Summer Blooming (Spring Shipping)
Find all summer blooming flower bulbs and bare root plants for sale at Terra Ceia Farms here. These items are shipped and planted in the Spring, but depending on the item, they will begin blooming from late spring (ie. daylilies) all the way into fall (ie. Lycoris). Whether it’s the bold foliage of Cannas, the scented fragrance of Polianthes (Tuberose) or the dainty blooms of Zephyranthes (Rain Lily) that you are looking for, we offer a wide selection of summer bloomers below and hope that you will find something that pleases your particular palate.
Our Spring shipping season begins on March 15 and runs through June 15. Warmest zones of the country are shipped first and we move into colder zones as the season progresses. As a rule we try to get the products to you a couple weeks before your last frost date. If you require a specific date, please note in the shipping commentssection during checkout and we will do our best to accommodate. You can find more information on our normal schedule here: Terra Ceia Farms Shipping Schedule and Guarantee
Have a large area that you want to plant while saving a lot of money? Then check out our bulk ‘Bulbs by the Bushel’ section here: Summer Blooming Bulbs by the Bushel. Want plants that look like they have been in your garden for years the first growing season? Then check out our undivided, ‘Field-run Clumps’ here: Field-run Clumps. Regardless of what you decide to purchase, all bare root plants and bulbs that we ship are flowering size and will bloom in the first growing season.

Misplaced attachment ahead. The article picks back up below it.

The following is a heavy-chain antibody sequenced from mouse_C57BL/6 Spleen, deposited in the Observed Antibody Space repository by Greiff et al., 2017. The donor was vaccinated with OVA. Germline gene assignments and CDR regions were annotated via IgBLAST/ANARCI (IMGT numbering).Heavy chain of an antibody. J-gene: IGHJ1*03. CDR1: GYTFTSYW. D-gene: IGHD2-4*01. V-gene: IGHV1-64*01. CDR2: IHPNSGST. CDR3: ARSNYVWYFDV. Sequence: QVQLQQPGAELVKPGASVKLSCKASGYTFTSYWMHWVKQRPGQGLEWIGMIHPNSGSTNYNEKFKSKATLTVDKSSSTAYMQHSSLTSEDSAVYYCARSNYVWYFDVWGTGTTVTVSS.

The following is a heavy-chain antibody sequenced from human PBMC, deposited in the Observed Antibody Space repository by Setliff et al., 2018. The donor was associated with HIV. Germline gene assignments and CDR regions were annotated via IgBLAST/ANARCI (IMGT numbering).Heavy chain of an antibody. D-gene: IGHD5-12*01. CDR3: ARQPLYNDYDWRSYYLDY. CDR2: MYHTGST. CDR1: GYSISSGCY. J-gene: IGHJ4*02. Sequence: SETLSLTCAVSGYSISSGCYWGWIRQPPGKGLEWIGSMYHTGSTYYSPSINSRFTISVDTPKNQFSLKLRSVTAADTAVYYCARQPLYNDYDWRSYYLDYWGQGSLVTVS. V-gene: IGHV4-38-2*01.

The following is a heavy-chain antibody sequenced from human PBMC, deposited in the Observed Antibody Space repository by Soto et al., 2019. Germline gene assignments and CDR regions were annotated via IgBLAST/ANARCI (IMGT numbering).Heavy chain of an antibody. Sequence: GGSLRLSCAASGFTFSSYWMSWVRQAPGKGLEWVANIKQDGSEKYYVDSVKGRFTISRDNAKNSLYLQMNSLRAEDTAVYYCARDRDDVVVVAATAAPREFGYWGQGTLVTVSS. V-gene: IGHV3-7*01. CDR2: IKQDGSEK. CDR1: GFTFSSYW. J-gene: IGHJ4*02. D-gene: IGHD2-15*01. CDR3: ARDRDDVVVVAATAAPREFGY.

Unlike Spring blooming bulbs that are shipped in the fall, Summer blooming bulbs do not require the winter months for proper rooting and flower development. In fact, they will bloom just fine when planted in the same season that they bloom and even prefer this schedule to ensure their hardiness during their first winter - In zones where they are winter hardy of course!
Speaking of hardiness, as a general rule of thumb most of the bulbs that we ship in the Spring are not hardy north of USDA zone 7. Often you can get around this by growing in containers and moving to a protected area during the winter or using a winter mulch that is removed in the Spring. If you are not sure which zone you garden in you can find it by your zip code here: USDA Zone by Zipcode Finder